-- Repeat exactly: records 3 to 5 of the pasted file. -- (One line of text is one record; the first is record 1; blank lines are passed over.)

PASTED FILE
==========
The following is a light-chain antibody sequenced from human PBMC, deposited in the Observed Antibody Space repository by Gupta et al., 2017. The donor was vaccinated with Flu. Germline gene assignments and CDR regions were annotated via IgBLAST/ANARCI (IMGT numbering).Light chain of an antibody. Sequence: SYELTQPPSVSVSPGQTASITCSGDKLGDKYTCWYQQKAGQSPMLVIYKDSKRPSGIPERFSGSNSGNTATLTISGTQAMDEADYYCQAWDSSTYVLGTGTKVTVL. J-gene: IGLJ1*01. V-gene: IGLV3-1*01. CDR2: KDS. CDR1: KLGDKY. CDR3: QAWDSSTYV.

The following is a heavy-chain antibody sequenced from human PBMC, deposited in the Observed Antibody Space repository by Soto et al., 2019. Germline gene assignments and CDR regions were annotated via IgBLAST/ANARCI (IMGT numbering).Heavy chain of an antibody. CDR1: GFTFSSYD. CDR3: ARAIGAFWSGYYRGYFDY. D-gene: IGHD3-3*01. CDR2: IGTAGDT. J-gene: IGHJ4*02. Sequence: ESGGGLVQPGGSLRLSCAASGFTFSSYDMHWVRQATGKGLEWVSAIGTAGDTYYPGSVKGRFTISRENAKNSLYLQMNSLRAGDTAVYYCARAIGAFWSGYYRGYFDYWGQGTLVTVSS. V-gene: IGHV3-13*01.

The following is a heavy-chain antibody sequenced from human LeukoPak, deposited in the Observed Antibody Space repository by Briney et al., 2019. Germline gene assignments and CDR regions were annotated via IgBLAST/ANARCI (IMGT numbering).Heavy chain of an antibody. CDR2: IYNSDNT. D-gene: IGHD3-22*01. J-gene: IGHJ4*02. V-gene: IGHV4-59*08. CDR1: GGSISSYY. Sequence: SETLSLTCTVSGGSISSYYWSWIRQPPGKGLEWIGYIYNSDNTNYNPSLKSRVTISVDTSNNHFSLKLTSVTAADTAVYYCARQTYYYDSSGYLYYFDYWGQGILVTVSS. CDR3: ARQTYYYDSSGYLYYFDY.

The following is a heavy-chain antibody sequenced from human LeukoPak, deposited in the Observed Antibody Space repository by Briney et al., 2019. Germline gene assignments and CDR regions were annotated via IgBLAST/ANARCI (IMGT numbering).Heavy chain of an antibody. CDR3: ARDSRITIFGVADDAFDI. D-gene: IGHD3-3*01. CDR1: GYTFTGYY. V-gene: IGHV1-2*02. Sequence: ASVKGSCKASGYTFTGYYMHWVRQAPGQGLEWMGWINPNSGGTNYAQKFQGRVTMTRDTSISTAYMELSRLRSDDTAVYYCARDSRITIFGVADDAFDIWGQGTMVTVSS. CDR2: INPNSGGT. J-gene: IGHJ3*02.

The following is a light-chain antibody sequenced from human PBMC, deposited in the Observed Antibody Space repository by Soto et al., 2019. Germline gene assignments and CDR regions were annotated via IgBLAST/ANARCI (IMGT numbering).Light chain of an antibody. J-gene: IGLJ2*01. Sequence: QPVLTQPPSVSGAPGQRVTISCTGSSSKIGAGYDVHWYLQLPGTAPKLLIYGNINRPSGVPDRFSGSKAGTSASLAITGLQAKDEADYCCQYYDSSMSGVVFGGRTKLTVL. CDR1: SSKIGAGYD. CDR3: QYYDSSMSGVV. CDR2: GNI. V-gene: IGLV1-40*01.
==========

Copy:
The following is a heavy-chain antibody sequenced from human LeukoPak, deposited in the Observed Antibody Space repository by Briney et al., 2019. Germline gene assignments and CDR regions were annotated via IgBLAST/ANARCI (IMGT numbering).Heavy chain of an antibody. CDR2: IYNSDNT. D-gene: IGHD3-22*01. J-gene: IGHJ4*02. V-gene: IGHV4-59*08. CDR1: GGSISSYY. Sequence: SETLSLTCTVSGGSISSYYWSWIRQPPGKGLEWIGYIYNSDNTNYNPSLKSRVTISVDTSNNHFSLKLTSVTAADTAVYYCARQTYYYDSSGYLYYFDYWGQGILVTVSS. CDR3: ARQTYYYDSSGYLYYFDY.

The following is a heavy-chain antibody sequenced from human LeukoPak, deposited in the Observed Antibody Space repository by Briney et al., 2019. Germline gene assignments and CDR regions were annotated via IgBLAST/ANARCI (IMGT numbering).Heavy chain of an antibody. CDR3: ARDSRITIFGVADDAFDI. D-gene: IGHD3-3*01. CDR1: GYTFTGYY. V-gene: IGHV1-2*02. Sequence: ASVKGSCKASGYTFTGYYMHWVRQAPGQGLEWMGWINPNSGGTNYAQKFQGRVTMTRDTSISTAYMELSRLRSDDTAVYYCARDSRITIFGVADDAFDIWGQGTMVTVSS. CDR2: INPNSGGT. J-gene: IGHJ3*02.

The following is a light-chain antibody sequenced from human PBMC, deposited in the Observed Antibody Space repository by Soto et al., 2019. Germline gene assignments and CDR regions were annotated via IgBLAST/ANARCI (IMGT numbering).Light chain of an antibody. J-gene: IGLJ2*01. Sequence: QPVLTQPPSVSGAPGQRVTISCTGSSSKIGAGYDVHWYLQLPGTAPKLLIYGNINRPSGVPDRFSGSKAGTSASLAITGLQAKDEADYCCQYYDSSMSGVVFGGRTKLTVL. CDR1: SSKIGAGYD. CDR3: QYYDSSMSGVV. CDR2: GNI. V-gene: IGLV1-40*01.